Syphilis Through Oral Sex on the Rise

Syphilis Through Oral Sex on the Rise (Reuters)

Many people mistakenly believe that oral sex is safe, unaware that they can readily catch or pass on syphilis in this manner, according to a report put out by Centers for Disease Control and Prevention. Moreover, syphilitic sores in the mouth may in turn increase the risk of HIV infection. Dr. C. Ciesielski and colleagues from the Chicago Department of Public Health found that syphilis is increasingly being spread through oral sex. “Persons who are not in a long-term monogamous relationship and who engage in oral sex should use barrier protection (e.g., male condoms or other barrier methods) to reduce the risk for sexually transmitted disease (STD) transmission,” the team advises.

Ciesielski’s group saw that patterns of syphilis transmission changed substantially over the period from 1998 to 2002. During the 1990s, they report in the CDC’s Morbidity and Mortality Weekly Report, syphilis occurred almost exclusively among heterosexuals. Since 2001, men who have sex with men account for nearly 60 percent of people with syphilis. To account for these findings, they began interviewing persons with syphilis during 2000 to 2002. In almost 14 percent of cases, oral sex was the subjects’ only sexual exposure during the time they were infected; this was reported by 20 percent of gay men with syphilis, and 6 to 7 percent of heterosexual men and women. These figures don’t include possible infection through oral sex when sexual intercourse also took place.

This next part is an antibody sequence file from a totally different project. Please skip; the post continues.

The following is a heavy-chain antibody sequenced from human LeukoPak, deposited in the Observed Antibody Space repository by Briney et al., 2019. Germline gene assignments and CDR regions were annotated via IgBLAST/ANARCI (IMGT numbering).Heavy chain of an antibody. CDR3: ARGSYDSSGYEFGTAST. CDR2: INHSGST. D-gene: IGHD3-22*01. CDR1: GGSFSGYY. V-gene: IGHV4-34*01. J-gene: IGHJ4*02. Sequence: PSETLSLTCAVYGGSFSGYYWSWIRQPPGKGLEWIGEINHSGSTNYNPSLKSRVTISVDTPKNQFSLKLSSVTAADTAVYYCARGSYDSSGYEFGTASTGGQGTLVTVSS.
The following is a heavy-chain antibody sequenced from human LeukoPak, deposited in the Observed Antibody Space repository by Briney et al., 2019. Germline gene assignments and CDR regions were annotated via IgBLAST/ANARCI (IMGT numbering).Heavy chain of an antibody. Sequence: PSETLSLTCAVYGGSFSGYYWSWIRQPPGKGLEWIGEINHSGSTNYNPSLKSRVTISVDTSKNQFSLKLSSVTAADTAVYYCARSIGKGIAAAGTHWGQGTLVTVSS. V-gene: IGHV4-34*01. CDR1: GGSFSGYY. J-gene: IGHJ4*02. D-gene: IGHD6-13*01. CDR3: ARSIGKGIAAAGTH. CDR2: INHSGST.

There’s a Bill Clinton joke in there somewhere. . . .

FILED UNDER: Health
James Joyner
About James Joyner
James Joyner is Professor and Department Head of Security Studies at Marine Corps University's Command and Staff College and a nonresident senior fellow at the Scowcroft Center for Strategy and Security at the Atlantic Council. He's a former Army officer and Desert Storm vet. Views expressed here are his own. Follow James on Twitter @DrJJoyner.